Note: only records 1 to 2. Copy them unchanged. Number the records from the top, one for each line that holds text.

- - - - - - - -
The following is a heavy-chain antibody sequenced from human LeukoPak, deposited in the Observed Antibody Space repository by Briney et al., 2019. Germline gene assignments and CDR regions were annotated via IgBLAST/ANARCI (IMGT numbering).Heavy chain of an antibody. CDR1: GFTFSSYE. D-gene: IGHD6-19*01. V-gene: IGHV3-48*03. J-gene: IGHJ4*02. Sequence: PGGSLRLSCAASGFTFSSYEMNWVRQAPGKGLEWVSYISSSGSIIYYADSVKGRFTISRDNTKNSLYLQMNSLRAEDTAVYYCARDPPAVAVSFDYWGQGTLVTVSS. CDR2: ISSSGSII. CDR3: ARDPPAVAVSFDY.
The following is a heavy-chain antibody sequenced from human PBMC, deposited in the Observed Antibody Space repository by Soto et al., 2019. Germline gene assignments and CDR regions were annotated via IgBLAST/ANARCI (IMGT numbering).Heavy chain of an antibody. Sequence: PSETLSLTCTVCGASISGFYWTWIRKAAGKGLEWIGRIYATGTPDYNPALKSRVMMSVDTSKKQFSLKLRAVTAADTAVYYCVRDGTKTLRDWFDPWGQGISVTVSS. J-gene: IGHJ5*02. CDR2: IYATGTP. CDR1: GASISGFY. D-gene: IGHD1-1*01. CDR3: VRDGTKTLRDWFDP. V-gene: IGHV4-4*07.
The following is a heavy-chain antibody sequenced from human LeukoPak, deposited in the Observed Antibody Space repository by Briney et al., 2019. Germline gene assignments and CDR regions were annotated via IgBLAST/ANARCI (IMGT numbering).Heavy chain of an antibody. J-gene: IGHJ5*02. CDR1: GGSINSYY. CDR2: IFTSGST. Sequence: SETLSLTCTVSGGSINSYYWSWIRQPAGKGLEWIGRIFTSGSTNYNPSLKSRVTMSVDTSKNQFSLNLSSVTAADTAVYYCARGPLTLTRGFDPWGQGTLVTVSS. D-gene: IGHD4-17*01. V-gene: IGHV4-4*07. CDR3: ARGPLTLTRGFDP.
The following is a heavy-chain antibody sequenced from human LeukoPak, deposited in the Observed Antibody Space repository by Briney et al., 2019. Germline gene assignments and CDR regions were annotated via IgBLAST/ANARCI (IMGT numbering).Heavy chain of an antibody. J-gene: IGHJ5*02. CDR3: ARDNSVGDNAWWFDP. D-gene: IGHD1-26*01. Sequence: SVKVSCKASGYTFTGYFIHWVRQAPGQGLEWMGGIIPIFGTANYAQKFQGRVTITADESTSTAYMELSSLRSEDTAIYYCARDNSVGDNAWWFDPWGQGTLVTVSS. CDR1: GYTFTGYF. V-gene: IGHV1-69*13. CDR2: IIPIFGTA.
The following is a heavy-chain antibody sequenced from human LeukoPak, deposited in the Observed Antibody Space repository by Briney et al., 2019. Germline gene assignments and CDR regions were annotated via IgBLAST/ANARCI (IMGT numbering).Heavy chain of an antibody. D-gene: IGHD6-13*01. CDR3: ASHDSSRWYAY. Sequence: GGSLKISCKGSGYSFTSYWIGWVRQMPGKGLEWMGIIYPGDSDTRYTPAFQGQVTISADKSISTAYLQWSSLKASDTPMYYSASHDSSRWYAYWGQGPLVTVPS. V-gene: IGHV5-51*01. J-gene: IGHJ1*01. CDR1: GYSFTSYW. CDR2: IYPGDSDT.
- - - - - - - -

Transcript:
The following is a heavy-chain antibody sequenced from human LeukoPak, deposited in the Observed Antibody Space repository by Briney et al., 2019. Germline gene assignments and CDR regions were annotated via IgBLAST/ANARCI (IMGT numbering).Heavy chain of an antibody. CDR1: GFTFSSYE. D-gene: IGHD6-19*01. V-gene: IGHV3-48*03. J-gene: IGHJ4*02. Sequence: PGGSLRLSCAASGFTFSSYEMNWVRQAPGKGLEWVSYISSSGSIIYYADSVKGRFTISRDNTKNSLYLQMNSLRAEDTAVYYCARDPPAVAVSFDYWGQGTLVTVSS. CDR2: ISSSGSII. CDR3: ARDPPAVAVSFDY.
The following is a heavy-chain antibody sequenced from human PBMC, deposited in the Observed Antibody Space repository by Soto et al., 2019. Germline gene assignments and CDR regions were annotated via IgBLAST/ANARCI (IMGT numbering).Heavy chain of an antibody. Sequence: PSETLSLTCTVCGASISGFYWTWIRKAAGKGLEWIGRIYATGTPDYNPALKSRVMMSVDTSKKQFSLKLRAVTAADTAVYYCVRDGTKTLRDWFDPWGQGISVTVSS. J-gene: IGHJ5*02. CDR2: IYATGTP. CDR1: GASISGFY. D-gene: IGHD1-1*01. CDR3: VRDGTKTLRDWFDP. V-gene: IGHV4-4*07.